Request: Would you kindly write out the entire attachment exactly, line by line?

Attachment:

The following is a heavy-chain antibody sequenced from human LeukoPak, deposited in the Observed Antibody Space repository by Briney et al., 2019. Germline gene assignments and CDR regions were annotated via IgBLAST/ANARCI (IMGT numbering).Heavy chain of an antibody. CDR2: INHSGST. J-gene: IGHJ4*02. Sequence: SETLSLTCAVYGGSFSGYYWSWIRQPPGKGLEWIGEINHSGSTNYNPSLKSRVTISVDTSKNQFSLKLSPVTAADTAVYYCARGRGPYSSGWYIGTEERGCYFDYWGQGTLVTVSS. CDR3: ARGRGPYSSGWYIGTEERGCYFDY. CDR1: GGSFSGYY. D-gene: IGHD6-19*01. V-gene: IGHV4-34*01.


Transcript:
The following is a heavy-chain antibody sequenced from human LeukoPak, deposited in the Observed Antibody Space repository by Briney et al., 2019. Germline gene assignments and CDR regions were annotated via IgBLAST/ANARCI (IMGT numbering).Heavy chain of an antibody. CDR2: INHSGST. J-gene: IGHJ4*02. Sequence: SETLSLTCAVYGGSFSGYYWSWIRQPPGKGLEWIGEINHSGSTNYNPSLKSRVTISVDTSKNQFSLKLSPVTAADTAVYYCARGRGPYSSGWYIGTEERGCYFDYWGQGTLVTVSS. CDR3: ARGRGPYSSGWYIGTEERGCYFDY. CDR1: GGSFSGYY. D-gene: IGHD6-19*01. V-gene: IGHV4-34*01.